Spengler Cup 2013
CSKA Moscow v Vitkovice Steel 3-2 OT
Despite losing both their previous games, Vitkovice must have been fancying their chances of causing an upset against a CSKA team missing offensive threats Radulov, Grigorenko and Sergei Fedorov.
The first period was a tense affair with both sides feeling each other out but there were a couple of half chances.
Kucsera picking up a drop pass from Kolouch should have done better than to send his shot wide from a good position
CSKA responded and thought they had scored.
Prokhorkin saw his initial shot saved but he took the rebound around the net and tried a wraparound attempt that looked in the net for all intensive purposes. Only the replay showing that it was the butt end of Sindelar’s stick that kept the puck out, not that he knew much about it.
Neither team could take advantage of power play opportunities but after their second man advantage of the game, Vitkovice would break the deadlock.
A huge slap shot from Stehlik at the blue line beat Stana all ends up as he didn’t see the puck until it his the meshing behind him.
Exactly 30 seconds later and the Czech’s would double their lead.
A cross ice feed from Huna found Roman and his effort was kept out by a combination of Stana and the goalpost but the rebound fell kindly for Svacina to tap home.
CSKA would fire 18 shots during the second period and finally they would make one count at the midway marker of the game.
A backhand spin around attempt from Zainullin taking everyone including Sindelar by surprise and the puck snuck through his 5-hole.
A power play late in the period would give CSKA the chance to tie up the game and with eight seconds left they would do just that.
A pass come shot from Prokhorkin was expertly tipped in by Zharkov.
With the tournament at the knockout stage, it was no surprise that the final twenty minutes would become a little tentative at times as both teams feared making a game costing mistake.
Sindelar did a good job of keeping CSKA at bay with his glove hand failing to give any rebounds for waiting forwards, whilst the CSKA penalty kill managed to keep Vitkovice power play unit quiet on their single chance of the period.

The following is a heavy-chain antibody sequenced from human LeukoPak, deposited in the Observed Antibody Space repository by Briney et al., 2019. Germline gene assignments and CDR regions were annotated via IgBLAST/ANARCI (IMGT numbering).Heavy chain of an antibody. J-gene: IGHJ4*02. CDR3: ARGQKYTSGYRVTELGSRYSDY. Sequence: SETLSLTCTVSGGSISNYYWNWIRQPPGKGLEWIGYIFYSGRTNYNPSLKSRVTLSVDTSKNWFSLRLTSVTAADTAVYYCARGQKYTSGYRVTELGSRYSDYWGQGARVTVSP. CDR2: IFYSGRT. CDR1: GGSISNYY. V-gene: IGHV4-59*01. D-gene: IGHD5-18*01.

Just 50 seconds were left on the clock when Huzevka took a blatant holding penalty to give the Russians their first power play.
They wouldn’t be able to capitalise in regulation and it was off to overtime.
Sometimes it’s better to be lucky than good and CSKA were just that as a shot from Misharin took a wicked deflection into the path of Rylov who fired the puck into the net with Sindelar left way out of position. That goal 46 seconds into extra hockey mean CSKA progress and the valiant Vitkovice leave Switzerland.
Best Player of the game:
CSKA – Nikolai Prokhorkin
Vitkovice – Filip Sindelar
Team Canada v Rochester Americans 6-3
What looked like being an easy victory for Team Canada, ended up being a nervous game for the Spengler Cup holders after almost blowing an early advantage.
After twenty minutes of play, Canada had earned themselves a three goal lead, getting the best of their North American counterparts in a fast and furious period of hockey.
A swift break out from the Canadians enabled Ritchie to work his way between two defenseman before finishing with aplomb past Lieuwen to open the scoring.
There would be no further scoring until the last five minutes of the opening frame as Rochester gave up a pair of stupid penalties and they would be made to pay on both occasions.
Micflikier would tap in the first from a rebound of the inside of Lieuwen’s pad before expertly tipping home a shot from the point by Spylo.
Matt Hackett would replace his counterpart in the Amerks net and straight away made a big save to deny McLean. That save would immediately lead to Rochester getting themselves on the board with a blast from Hutchings down the right side beating Chris Mason over his shoulder.
Team Canada would re-instate their three goal advantage as a shot from Walser beat Hackett 5-hole who wasn’t helped by his defensemen neither blocking the shot or giving him a clear view.
Rochester would respond inside a minute with arguably their best goal of the tournament.
A tic-tac-toe play from Varone to Adam and then Armia to finish it off was a joy to watch and brought the Amerks within one goal of Team Canada.
You could send the momentum shift for the rest of the period as Rochester pushed hard for a tying goal, no one going closer than Armia to doing so.
The intermission was only ever going to favour Team Canada as they needed to regroup, and Allen York come out to take the goaltending duties from Chris Mason for the second change of net minders during this game.
Rochester would still push hard for the crucial next goal, committing men forward and the line of Varone, Adam and Armia looking a big threat.
It would be Rochester’s lack of discipline and Canada’s impressive power play unit that would swing the game back in the latter’s favour. Haydar with a tape pass from down low for Ritchie to fire home his second goal of the game and stretch Canada’s lead to 5-3.
There would be no second comeback from the Amerks and Canada iced the victory with an empty netter from Giroux inside the final minute.
Best Player of the game:
Canada – Byron Ritchie
Rochester – Luke Adam
Monday’s semi-finals will be as follows:
HC Davos v CSKA Moscow
Geneve Sevette v Team Canada
Although I didn’t post on my preview, my pre-tournament picks were CSKA Moscow and Geneve Sevette. Both semi-finals should be intriguing affairs and promise some great hockey.